NYT: China Is Primary Source of Illegal, Synthetic Drugs Sold Online


U.S. officials accused China of being the primary source of synthetic drugs that can easily be obtained through online retailers operating inside the country, including ingredients used by Mexican drug cartels to manufacture methamphetamine, reports The New York Times.

Mexican drug traffickers produce 90 percent of the meth consumed in the United States, according to the Drug Enforcement Agency (DEA), a component of the U.S. Department of Justice.

“Hands down China is No. 1,” an American federal law enforcement official, told NYT on condition of anonymity because he was not allowed to speak publicly.

“I know prosecutors in Arizona, Virginia, Minnesota,” added Carla Freedman, an assistant district attorney in New York who in 2013 prosecuted a Chinese drug trafficking ring.  “We’re seeing cases nationwide and ground zero always seems to be China.”

Online dispensers in China have also been linked to selling synthetic drugs that have been blamed for recent fatalities in the U.S.

Illegal synthetic drugs can easily be acquired from online retailers in China, according to The Times.

“In a country that has perfected the art of Internet censorship, the open online drug market is just the most blatant example of what international law enforcement officials say is China’s reluctance to take action as it has emerged as a major player in the global supply chain for synthetic drugs,” notes the article.

“China’s chemical factories and drug traffickers have exploited this opportunity, turning the nation into a leading producer and exporter of synthetic drugs, including methamphetamine, as well as the compounds used to manufacture them, according to seizure and trafficking route data compiled by American and international law enforcement agencies,” it adds.

The DEA reportedly identified China as the origin of most of the ingredients that Mexican drug traffickers use to manufacture methamphetamine.

“As governments around the world have stepped up regulation of these so-called precursor chemicals, the Mexican cartels have increasingly turned to Chinese chemical factories,” reports NYT.

Moreover, it adds that “on guidechem.com, more than 150 Chinese companies sell alpha-PVP, also known as flakka, a dangerous stimulant that is illegal in the United States but not in China, and was blamed for 18 recent deaths in one Florida county.”

Qijiayuan, an e-commerce portal that sells air-conditioners and trampolines, also sells an illegal hallucinogen known as spice, which has been linked to a rise in U.S. emergency room visits in April.

Although it is prohibited in China, the Nanjing Takanobu Chemical Company readily sells the stimulant mephedrone, known as “bath salts,” for $1,400 per pound.

“While China says it has made thousands of arrests and ‘joined hands’ with foreign law enforcement agencies, officials from several countries say Chinese authorities have shown little interest in seriously combating what they see as the drug problems of other countries,” mentions The Times article.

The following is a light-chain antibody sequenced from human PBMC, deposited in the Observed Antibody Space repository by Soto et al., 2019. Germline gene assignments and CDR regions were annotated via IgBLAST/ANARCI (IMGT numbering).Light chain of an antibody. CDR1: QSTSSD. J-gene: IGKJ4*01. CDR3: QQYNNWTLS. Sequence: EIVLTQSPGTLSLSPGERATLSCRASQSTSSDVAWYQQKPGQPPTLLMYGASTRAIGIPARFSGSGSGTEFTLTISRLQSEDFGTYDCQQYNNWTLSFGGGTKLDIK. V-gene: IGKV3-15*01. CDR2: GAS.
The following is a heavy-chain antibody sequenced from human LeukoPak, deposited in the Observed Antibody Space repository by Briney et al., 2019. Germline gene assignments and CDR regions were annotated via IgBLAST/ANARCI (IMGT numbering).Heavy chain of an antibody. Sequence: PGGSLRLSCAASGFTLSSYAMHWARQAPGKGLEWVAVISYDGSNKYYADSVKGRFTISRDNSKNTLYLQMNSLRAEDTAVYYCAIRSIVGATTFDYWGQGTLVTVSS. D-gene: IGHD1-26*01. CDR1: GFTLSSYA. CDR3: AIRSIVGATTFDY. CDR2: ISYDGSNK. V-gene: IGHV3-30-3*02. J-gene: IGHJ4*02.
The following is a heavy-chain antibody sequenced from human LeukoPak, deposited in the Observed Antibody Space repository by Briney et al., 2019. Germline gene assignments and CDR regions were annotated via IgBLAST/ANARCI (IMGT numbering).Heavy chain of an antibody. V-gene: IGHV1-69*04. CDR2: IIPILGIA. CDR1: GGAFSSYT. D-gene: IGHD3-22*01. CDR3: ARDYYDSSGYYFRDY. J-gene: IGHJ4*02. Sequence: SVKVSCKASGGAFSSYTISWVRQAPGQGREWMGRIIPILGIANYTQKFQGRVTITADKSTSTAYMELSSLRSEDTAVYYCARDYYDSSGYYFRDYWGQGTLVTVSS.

“They just didn’t see what was in it for them to look into their own industries exporting these chemicals,” Jorge Guajardo, who served as Mexico’s ambassador to China from from 2007 to 2013, told NYT.

Guajardo added that his efforts to stem the flow of illegal chemicals from China to Mexico failed.

“Instead, he said, Chinese officials said the problem was best handled by Mexican customs agents or claimed that Mexico’s written requests for assistance had used the incorrect typeface or were improperly translated into Chinese,” notes The Times.

“In all my time there, the Chinese never showed any willingness to cooperate on stemming the flow of precursors into Mexico,” declared Guajardo.

Chinese officials claim that their government is committed to stemming the flow of illegal drugs.

“We aim to help and support other countries in any way we can,” reportedly said Liu Yuejin, the assistant minister of public security.

“In response to faxed questions, the Chinese Foreign Ministry denied any problems in law enforcement cooperation with Mexico,” notes The Times.

According to a United Nations report released in May, the police in China raided an estimated 390 meth labs, more than in any other nation in the region.

“These manufacturers have flourished in part because the country’s huge chemical industry is weakly regulated and poorly monitored, officials say, making it easy for criminal syndicates to divert chemicals with legitimate uses in making medicine, fertilizer and pesticides into the production of new and dangerous drugs,” reports The Times.

“The labs have also figured out how to stay one step ahead of laws banning illicit synthetic drugs simply by tweaking a few molecules, creating new and not-yet-illegal drugs,” it continues.


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